Cantonese steamed fish

This recipe post is a belated one, as I meant to post it last week in time for Lunar New Year, but better late than never, right?

Steamed fish is a traditional part of the Lunar New Year meal, thought to symbolize good luck. My blogger friend Rebecca reminded me that there is a Chinese saying, “年年有魚, 年年有餘,” in which the word “fish” (魚) is a play on word for 餘, which translates to “abundance.” The clever phonetics in the language offers a meaningful expression to wish one a surplus (of wealth, happiness, good fortune…) for the new year.

Notably, the fish should be served whole with the head and tail attached, to represent a positive beginning and end for the months to come. We could all do with a change of fortune for 2021, so here’s the perfect recipe to help bring that on.

Recipe

Adapted from The Woks of Life.

Servings: 1 whole fish | Prep time: 10 minutes | Cook time: 15 minutes

Ingredients

  • 2 scallions
  • 2 tablespoons ginger
  • 1 small bunch cilantro
  • 1 ½ tablespoons light soy sauce
  • 1/8 teaspoon salt
  • 1/8 teaspoon sugar
  • 2 tablespoons hot water
  • 1 whole delicate white fish (sea bass, grey sole, flounder, fluke, tilapia, or haddock)
  • 2 tablespoons vegetable oil

Steps

1) Cut the scallions into 2-inch lengths, and cut the pieces in half lengthwise. Julienne them thinly. Thinly slice about 15 g of ginger, and julienne them. Give the cilantro a rough chop. Set the aromatics aside.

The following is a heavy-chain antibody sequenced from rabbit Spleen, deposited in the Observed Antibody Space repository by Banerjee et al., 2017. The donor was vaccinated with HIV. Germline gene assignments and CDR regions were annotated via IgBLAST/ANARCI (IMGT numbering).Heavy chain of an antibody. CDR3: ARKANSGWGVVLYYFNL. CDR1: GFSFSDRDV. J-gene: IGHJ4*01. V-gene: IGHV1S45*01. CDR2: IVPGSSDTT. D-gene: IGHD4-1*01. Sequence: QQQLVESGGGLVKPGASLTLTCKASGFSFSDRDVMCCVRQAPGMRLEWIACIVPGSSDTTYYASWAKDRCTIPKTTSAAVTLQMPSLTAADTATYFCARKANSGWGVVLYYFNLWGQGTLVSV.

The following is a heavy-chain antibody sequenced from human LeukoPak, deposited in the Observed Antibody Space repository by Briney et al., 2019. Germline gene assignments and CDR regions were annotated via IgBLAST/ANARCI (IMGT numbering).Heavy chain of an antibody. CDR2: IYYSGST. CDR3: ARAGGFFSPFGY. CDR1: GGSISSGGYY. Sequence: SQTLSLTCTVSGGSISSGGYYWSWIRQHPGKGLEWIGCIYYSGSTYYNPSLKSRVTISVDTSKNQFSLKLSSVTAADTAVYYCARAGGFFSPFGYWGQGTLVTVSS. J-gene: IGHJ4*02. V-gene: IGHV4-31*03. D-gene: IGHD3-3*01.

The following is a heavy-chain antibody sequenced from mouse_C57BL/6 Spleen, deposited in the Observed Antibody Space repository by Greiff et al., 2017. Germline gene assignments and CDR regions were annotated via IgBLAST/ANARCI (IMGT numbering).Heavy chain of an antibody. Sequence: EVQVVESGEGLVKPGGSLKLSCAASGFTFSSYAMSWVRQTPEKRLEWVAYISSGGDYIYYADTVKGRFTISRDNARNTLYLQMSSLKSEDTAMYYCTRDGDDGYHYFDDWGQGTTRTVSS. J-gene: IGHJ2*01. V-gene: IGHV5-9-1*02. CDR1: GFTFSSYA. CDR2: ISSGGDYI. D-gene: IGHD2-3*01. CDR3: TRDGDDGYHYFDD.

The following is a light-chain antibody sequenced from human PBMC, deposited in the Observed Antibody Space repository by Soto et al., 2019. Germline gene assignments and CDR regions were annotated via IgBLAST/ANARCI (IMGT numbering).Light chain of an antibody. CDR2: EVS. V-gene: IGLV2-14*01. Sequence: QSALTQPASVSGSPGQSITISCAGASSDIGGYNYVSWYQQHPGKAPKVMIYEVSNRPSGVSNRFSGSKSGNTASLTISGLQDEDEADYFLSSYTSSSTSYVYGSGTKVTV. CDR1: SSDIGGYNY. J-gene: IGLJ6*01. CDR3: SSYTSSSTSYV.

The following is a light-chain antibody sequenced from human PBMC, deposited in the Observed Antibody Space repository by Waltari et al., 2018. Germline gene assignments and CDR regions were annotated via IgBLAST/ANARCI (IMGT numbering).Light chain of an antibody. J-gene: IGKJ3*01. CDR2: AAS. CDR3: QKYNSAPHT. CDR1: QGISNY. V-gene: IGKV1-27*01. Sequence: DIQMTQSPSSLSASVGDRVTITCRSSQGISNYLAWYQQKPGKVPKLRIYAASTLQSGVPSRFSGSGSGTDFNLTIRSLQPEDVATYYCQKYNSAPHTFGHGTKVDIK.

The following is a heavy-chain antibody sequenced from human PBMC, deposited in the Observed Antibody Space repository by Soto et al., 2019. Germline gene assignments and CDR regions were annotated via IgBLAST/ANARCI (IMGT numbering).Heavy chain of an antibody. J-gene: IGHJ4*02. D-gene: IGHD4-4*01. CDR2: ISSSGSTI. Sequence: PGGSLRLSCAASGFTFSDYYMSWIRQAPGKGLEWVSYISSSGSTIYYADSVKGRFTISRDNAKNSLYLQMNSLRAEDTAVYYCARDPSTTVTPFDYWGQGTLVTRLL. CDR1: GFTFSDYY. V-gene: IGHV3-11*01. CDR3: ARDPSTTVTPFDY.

2) Combine the light soy sauce, salt, sugar and hot water in a small bowl and mix until the sugar and salt are dissolved. Set aside. 

3) Prepare your steaming set-up, and fill with 1-2 inches of water. Bring to a boil.

4) Rinse your fish, and carefully lay it on an oblong heat-proof plate that will fit into your wok or steaming setup. Carefully place it in the steamer, and adjust the heat to medium. The water should be at a slow boil that generates a good amount of steam, but not so high that the water evaporates too quickly. 

5) Cover and steam for 7-10 minutes depending upon the size and thickness of your fish. Check for doneness using a butter knife. If it falls easily through the thickest part of the fillet to the bottom of the plate, the fish is done. 

6) Turn off the heat, and carefully drain any liquid on the plate. Spread about ⅓ of the scallions, ginger, and cilantro on the steamed fish.

Prepare the sauce.

Heat a wok or small saucepan to medium high heat, and add 2 tablespoons vegetable oil. Add the remaining ⅔ of the ginger, and fry for 1 minute. Add the white parts of the scallions and cook for 30 seconds.Then add rest of the scallions and cilantro. The mixture should be sizzling. 

Add the soy sauce mixture. Bring the mixture to a bubble, and cook until the scallions and cilantro are just wilted, about 30 seconds. 

7) Pour the sauce over the fish. Ready to serve.

🧑🏻‍🍳 Cook notes

As mentioned the recipe, this dish is meant for a white fish. I personally like to use sea bass, but grey sole, flounder, fluke, tilapia, or haddock are other popular options.

Remember to serve the fish whole if you want to do it the traditional way. You’ll have to watch out for bones but this is how you get all the good luck!